Then of course came yesterday eighteen years ago, when Austin participated in King of the Ring. The card itself is almost laughable when you look at it now. Plastered all over the poster is the dearly departed Ultimate Warrior, who had temporarily patched things up with Vinnie Mac long enough to take on Jerry "The King" Lawler. That match being selected as the money shot should give you some idea about the rest of the lineup. Shawn Michaels retained the championship against British Bulldog, Ahmed Johnson became Intercontinental Champion, and the Smoking Gunns wrestled the Godwinns. Ouch.

The KOTR tourney was always a sort of bastard child for the WWE, and they made the conscious decision to show only two semi-final matches, as well as the final itself, on the pay-per-view. Lost perhaps in the sands of time is the fact that the majority of the solid talent booked in the tourney didn't even make it to the final couple of matches. Goldust, The Warrior, Triple H, JBL, Chris Candido, Yokozuna, and Owen Hart didn't make the cut. This left WCW castoff Vader to face '80s favorite Jake "The Snake" Roberts and Austin to do battle guessed it, WCW castoff Marc Mero. Roberts was woefully out of shape, and it showed as he was booked to defeat Vader by disqualification in under four minutes. Austin, on the other hand, needed over fifteen to take care of the former Johnny B. Badd.

Roberts/Austin looked like a mismatch on paper, and the real version stood up to that characterization. "Stone Cold" pinned Roberts in under five minutes in rather dominant fashion, and then dug into his ECW bag of tricks to unleash the pipe bomb for the Attitude Era. In taking Roberts's born again Christian gimmick (as always, rooted in reality) and displaying not just aggression but active disdain for it, Austin put himself first and foremost in every fan's mind. It didn't matter that he defeated two guys who really shouldn't have been there in the first place. It didn't matter that he barely wrestled in ECW. It didn't even matter that his semi-distinguished WCW career ended with a whimper. What mattered is that Austin had placed himself not only before Jake and the idea of what a great wrestler was in the WWE, but Jesus himself. You can't pay for that kind of nuclear heat.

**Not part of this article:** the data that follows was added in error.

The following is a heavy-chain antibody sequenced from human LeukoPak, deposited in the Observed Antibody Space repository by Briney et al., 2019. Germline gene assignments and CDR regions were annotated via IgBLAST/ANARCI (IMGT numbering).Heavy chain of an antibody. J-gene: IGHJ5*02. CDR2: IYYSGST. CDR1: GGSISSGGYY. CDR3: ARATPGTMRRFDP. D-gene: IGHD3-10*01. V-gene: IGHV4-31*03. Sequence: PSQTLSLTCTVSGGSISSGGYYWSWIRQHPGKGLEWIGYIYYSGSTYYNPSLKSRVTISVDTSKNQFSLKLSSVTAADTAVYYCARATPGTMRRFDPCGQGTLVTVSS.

When discussing the topic later on Chris Jericho's excellent podcast, Austin explained that Michael Hayes had let Austin know about Roberts's deeply religiously-overtoned screed, and that in turn led Austin to contemplate the famous "John 3:16" seen at sporting events all over the world. It was the turn of that phrase that launched a million T-shirts, as it were. In one seminal moment, Austin had left the steroid-laden, cartoony magic of the eighties in a headlock from hell and brought everyone watching along for the ride. Whether you cared for him or not, whether hero or heel, he tapped into the zeitgeist and frustration of people longing for a break from synchronicity and didn't let go until he was finished. It's as awe-inspiring to watch it now as it was when it happened. And that's saying something.

Eighteen short years later, wrestling finds itself desperately searching for another "3:16" moment. Certainly for another Steve Austin. You can count me among those who is a huge fan of Austin and his work, and never wants to see him wrestle another match. There is simply no need to add to his legend and plenty of unfortunate opportunity to take away from it. One of the lessons to be gleaned from this tale is that those guys (and girls) are out there, right now, in arenas and promotions around the world. Austin wasn't some hand-picked top-tier guy; he was a wrestler who had been through the wars and come out the other side looking for an opportunity to prove everyone wrong. Anyone frustrated with creative direction or writing or management or pushes or what have you would do well to take heed of that simple fact. And the large majority of them, unfortunately, have not and will not.

The second lesson is equally simple: Speaking from the heart with something to prove gets the fans on your side. As obvious as that is, it's often the last road traveled by those who write dialogue for a living. The disconnect is obvious. To be a great writer, you don't actually have to live what you write. To be a great wrestler, you absolutely do. Unless you're playing for laughs, which is a skill in itself, there's just no fakery in this sport always on trial for being just that. Austin took his rage and irritation and brought it front and center. He worked through the highly individualized hiccups during his stay in ECW and brought it into full focus when the WWE gave him the opportunity. In that moment, he became the biggest star wrestling had ever seen. Is it the biggest star wrestling will ever see? I imagine even he'd admit he would prefer that not be the case.

Eighteen years ago, a performer broke the mold by being true to his emotions and dragging each and every fan along with him. Eighteen years later, in a different era with vastly changed ratings and scripts, we still tune in waiting for that next moment. Let's see what 3:17 has in store.

Twitter: @DharmanRockwell